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Sensory integration (Rohan Foundation)

What Sensory Processing Disorder Looks Like
Sensory Processing Disorder can affect people in only one sense–for example, just touch or just sight or just movement–or in multiple senses. One person with SPD may over-respond to touch sensation and find clothing, physical contact, other tactile sensory input to be unbearable and/or they may respond to visual or auditory or another sensory input. Another person might under-respond and show little or no reaction to stimulation, even pain or extreme hot and cold or just may be slow to respond to sensation. In children whose sensory processing of messages from the muscles and joints is impaired, posture and motor skills can be affected. These children have postural disorder and are the "floppy” children who prop themselves up on walls when standing, lean over on their hand when writing and love to hang out, but not to move. The old fashioned “couch potato” now turned “mouse potato” as society becomes 2-dimensional (auditory and visual) with I-Pads, I-watches and I-everything! In yet another subtype (dyspraxia) children are awkward and clumsy and get called "klutz" and "spaz" on the playground, always the last to be picked for a team in PE. Still other children exhibit an appetite for sensation that is in perpetual overdrive, we call these children sensory cravers. They seem almost addicted to intense stimulation but when they get they become dysregulated. These kids often are misdiagnosed - and inappropriately medicated - for ADHD.

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Sensory Integration
Children and adults with autism, as well as those with other developmental disabilities, may have a dysfunctional sensory system. Sometimes one or more senses are either over- or under-reactive to stimulation. Such sensory problems may be the underlying reason for such behaviors as rocking, spinning, and hand-flapping. Although the receptors for the senses are located in the peripheral nervous system (which includes everything but the brain and spinal cord), it is believed that the problem stems from neurological dysfunction in the central nervous system--the brain. As described by individuals with autism, sensory integration techniques, such as pressure-touch can facilitate attention and awareness, and reduce overall arousal. Temple Grandin, in her descriptive book, Emergence: Labeled Autistic, relates the distress and relief of her sensory experiences.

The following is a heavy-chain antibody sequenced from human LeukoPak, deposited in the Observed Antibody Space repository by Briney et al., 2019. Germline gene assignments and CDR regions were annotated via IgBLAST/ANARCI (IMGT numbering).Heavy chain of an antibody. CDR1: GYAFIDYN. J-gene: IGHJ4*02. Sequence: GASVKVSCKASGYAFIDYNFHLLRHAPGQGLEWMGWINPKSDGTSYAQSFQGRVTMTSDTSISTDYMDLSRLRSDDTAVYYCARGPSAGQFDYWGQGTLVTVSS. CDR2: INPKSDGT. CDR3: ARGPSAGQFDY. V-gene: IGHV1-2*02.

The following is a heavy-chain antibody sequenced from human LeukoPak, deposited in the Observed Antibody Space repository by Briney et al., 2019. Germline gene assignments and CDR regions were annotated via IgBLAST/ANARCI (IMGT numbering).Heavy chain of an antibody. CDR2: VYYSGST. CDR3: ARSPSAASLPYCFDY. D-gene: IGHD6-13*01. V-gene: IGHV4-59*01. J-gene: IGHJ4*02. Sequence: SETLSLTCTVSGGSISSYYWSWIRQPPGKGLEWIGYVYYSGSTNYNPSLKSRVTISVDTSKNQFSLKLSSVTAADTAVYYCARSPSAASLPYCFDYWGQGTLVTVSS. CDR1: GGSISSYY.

Sensory integration is an innate neurobiological process and refers to the integration and interpretation of sensory stimulation from the environment by the brain. In contrast, sensory integrative dysfunction is a disorder in which sensory input is not integrated or organized appropriately in the brain and may produce varying degrees of problems in development, information processing, and behavior. A general theory of sensory integration and treatment has been developed by Dr. A. Jean Ayres from studies in the neurosciences and those pertaining to physical development and neuromuscular function. This theory is presented in this paper.

SID
Sensory processing (originally called "sensory integration dysfunction" or SID) refers to the way the nervous system receives messages from the senses and turns them into appropriate motor and behavioral responses. Whether you are biting into a sandwich, riding a bicycle, or reading a book, your successful completion of the activity requires accurate processing of sensation.

Sensory Processing Disorder (SPD), exists when sensory signals are either not detected or don't get organized into appropriate responses. Pioneering occupational therapist, educational psychologist, and neuroscientist A. Jean Ayres, PhD, likened SPD to a neurological "traffic jam" that prevents certain parts of the brain from receiving the information needed to interpret sensory information correctly. A person with SPD finds it difficult to process and act upon information received through the senses, which creates challenges in performing countless everyday tasks. Motor clumsiness, behavioral problems, anxiety, depression, school failure, and many other problems may impact those who do not have effective treatment.

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